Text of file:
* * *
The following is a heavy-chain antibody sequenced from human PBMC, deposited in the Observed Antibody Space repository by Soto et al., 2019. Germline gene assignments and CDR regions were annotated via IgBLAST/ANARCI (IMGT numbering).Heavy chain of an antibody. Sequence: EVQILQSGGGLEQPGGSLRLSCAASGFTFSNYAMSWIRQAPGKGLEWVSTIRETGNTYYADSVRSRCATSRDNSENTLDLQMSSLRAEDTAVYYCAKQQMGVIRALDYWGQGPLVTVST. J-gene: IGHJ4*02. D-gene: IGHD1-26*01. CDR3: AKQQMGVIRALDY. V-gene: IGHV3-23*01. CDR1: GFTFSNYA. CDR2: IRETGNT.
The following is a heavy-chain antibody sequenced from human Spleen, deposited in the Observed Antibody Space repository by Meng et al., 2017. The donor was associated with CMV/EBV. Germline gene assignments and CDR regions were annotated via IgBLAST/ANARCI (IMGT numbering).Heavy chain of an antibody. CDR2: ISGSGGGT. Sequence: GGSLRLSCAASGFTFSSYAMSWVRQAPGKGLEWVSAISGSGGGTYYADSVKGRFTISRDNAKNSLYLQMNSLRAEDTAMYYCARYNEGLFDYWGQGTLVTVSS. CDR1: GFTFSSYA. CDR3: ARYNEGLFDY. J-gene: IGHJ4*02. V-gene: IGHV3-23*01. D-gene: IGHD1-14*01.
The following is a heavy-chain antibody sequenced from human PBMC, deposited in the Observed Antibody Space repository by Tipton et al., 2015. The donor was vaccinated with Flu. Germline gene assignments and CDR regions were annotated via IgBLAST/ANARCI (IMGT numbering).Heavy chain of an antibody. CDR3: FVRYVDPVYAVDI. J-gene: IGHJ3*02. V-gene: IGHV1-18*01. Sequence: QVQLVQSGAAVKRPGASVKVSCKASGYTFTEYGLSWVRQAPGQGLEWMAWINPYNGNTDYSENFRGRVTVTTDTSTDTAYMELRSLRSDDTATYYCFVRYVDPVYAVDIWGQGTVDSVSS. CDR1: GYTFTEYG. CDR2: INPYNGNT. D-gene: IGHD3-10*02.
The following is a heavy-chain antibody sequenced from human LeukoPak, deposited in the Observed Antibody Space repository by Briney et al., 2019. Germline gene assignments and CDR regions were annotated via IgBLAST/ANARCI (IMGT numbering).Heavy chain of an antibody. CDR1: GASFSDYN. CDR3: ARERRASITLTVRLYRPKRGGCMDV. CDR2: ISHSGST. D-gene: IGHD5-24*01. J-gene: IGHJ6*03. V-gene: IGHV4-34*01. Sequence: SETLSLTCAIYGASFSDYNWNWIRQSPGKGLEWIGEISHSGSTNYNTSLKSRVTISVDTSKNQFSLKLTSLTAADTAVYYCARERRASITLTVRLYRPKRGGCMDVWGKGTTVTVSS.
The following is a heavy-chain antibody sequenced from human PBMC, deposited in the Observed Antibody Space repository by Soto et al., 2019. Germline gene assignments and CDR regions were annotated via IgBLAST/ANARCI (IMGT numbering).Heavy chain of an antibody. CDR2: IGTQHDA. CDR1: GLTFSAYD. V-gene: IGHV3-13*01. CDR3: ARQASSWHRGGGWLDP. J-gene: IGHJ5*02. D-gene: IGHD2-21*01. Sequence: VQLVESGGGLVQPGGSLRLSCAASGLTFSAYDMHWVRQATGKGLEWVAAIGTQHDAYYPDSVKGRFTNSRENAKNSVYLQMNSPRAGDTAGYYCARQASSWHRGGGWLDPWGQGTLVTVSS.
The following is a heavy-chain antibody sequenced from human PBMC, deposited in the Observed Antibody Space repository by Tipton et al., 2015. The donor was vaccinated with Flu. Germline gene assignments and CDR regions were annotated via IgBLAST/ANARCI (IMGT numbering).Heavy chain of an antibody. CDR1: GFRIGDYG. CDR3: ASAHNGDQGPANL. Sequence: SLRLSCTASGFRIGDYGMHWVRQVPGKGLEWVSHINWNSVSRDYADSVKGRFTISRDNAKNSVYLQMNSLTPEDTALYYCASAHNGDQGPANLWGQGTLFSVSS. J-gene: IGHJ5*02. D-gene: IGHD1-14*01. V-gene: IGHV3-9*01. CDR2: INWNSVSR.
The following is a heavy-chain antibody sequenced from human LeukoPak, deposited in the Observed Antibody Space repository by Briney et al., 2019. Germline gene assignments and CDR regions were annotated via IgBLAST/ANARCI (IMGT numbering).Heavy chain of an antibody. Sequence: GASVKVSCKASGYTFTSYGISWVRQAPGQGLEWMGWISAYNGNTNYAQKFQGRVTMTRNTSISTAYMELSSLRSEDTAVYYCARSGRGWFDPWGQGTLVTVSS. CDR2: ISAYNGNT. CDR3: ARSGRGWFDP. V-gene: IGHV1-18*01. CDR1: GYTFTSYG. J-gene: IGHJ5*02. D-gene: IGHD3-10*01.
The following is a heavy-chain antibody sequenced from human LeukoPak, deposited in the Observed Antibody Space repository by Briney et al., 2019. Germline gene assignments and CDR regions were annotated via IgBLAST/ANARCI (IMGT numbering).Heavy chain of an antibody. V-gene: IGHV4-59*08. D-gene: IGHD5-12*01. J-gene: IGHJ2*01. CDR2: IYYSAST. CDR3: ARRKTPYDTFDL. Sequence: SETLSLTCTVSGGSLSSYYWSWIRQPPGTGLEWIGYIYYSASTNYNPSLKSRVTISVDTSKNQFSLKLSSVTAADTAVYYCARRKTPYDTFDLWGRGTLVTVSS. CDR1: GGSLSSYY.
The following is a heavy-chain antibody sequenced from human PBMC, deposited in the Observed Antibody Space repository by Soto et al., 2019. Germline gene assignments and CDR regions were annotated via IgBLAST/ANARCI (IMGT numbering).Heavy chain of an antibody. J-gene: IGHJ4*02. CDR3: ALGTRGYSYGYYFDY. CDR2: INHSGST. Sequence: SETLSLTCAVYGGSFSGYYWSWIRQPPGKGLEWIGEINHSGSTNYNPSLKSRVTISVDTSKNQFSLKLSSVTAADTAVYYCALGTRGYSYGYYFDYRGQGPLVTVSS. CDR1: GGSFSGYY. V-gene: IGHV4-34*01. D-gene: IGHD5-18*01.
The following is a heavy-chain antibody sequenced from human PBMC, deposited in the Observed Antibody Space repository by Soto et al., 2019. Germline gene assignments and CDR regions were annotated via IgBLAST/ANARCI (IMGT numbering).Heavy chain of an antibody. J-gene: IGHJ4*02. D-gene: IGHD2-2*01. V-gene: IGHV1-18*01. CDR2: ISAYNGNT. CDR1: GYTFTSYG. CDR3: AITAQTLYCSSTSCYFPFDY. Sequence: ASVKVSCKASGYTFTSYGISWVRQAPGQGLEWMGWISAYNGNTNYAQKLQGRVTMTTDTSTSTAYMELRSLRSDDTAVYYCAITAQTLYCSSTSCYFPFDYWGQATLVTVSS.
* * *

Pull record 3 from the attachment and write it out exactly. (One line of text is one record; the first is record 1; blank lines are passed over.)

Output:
The following is a heavy-chain antibody sequenced from human PBMC, deposited in the Observed Antibody Space repository by Tipton et al., 2015. The donor was vaccinated with Flu. Germline gene assignments and CDR regions were annotated via IgBLAST/ANARCI (IMGT numbering).Heavy chain of an antibody. CDR3: FVRYVDPVYAVDI. J-gene: IGHJ3*02. V-gene: IGHV1-18*01. Sequence: QVQLVQSGAAVKRPGASVKVSCKASGYTFTEYGLSWVRQAPGQGLEWMAWINPYNGNTDYSENFRGRVTVTTDTSTDTAYMELRSLRSDDTATYYCFVRYVDPVYAVDIWGQGTVDSVSS. CDR1: GYTFTEYG. CDR2: INPYNGNT. D-gene: IGHD3-10*02.